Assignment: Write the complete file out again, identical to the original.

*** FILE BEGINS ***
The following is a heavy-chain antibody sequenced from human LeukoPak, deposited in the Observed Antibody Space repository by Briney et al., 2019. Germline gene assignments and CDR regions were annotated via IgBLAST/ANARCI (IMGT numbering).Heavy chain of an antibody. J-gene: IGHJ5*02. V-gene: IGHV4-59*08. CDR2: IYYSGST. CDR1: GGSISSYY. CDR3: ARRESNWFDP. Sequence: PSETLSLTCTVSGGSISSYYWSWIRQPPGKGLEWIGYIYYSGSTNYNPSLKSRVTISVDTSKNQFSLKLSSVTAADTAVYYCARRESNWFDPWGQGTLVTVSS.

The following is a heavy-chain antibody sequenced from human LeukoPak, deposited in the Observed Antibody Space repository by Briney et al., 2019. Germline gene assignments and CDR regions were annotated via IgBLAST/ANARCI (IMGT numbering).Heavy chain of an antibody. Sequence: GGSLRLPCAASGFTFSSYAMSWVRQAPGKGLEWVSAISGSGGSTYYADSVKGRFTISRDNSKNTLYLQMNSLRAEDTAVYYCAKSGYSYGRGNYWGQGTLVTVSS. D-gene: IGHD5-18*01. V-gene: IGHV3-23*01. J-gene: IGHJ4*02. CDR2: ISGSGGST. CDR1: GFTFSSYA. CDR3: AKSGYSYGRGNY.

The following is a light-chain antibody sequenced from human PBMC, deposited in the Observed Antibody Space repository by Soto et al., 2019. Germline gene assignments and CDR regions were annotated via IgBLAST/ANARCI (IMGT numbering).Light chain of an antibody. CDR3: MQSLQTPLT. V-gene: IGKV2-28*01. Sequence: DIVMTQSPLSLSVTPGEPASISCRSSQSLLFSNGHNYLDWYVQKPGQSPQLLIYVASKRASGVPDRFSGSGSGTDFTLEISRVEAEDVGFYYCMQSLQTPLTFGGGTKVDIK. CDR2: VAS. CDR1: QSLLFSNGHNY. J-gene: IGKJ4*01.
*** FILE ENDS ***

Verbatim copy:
The following is a heavy-chain antibody sequenced from human LeukoPak, deposited in the Observed Antibody Space repository by Briney et al., 2019. Germline gene assignments and CDR regions were annotated via IgBLAST/ANARCI (IMGT numbering).Heavy chain of an antibody. J-gene: IGHJ5*02. V-gene: IGHV4-59*08. CDR2: IYYSGST. CDR1: GGSISSYY. CDR3: ARRESNWFDP. Sequence: PSETLSLTCTVSGGSISSYYWSWIRQPPGKGLEWIGYIYYSGSTNYNPSLKSRVTISVDTSKNQFSLKLSSVTAADTAVYYCARRESNWFDPWGQGTLVTVSS.

The following is a heavy-chain antibody sequenced from human LeukoPak, deposited in the Observed Antibody Space repository by Briney et al., 2019. Germline gene assignments and CDR regions were annotated via IgBLAST/ANARCI (IMGT numbering).Heavy chain of an antibody. Sequence: GGSLRLPCAASGFTFSSYAMSWVRQAPGKGLEWVSAISGSGGSTYYADSVKGRFTISRDNSKNTLYLQMNSLRAEDTAVYYCAKSGYSYGRGNYWGQGTLVTVSS. D-gene: IGHD5-18*01. V-gene: IGHV3-23*01. J-gene: IGHJ4*02. CDR2: ISGSGGST. CDR1: GFTFSSYA. CDR3: AKSGYSYGRGNY.

The following is a light-chain antibody sequenced from human PBMC, deposited in the Observed Antibody Space repository by Soto et al., 2019. Germline gene assignments and CDR regions were annotated via IgBLAST/ANARCI (IMGT numbering).Light chain of an antibody. CDR3: MQSLQTPLT. V-gene: IGKV2-28*01. Sequence: DIVMTQSPLSLSVTPGEPASISCRSSQSLLFSNGHNYLDWYVQKPGQSPQLLIYVASKRASGVPDRFSGSGSGTDFTLEISRVEAEDVGFYYCMQSLQTPLTFGGGTKVDIK. CDR2: VAS. CDR1: QSLLFSNGHNY. J-gene: IGKJ4*01.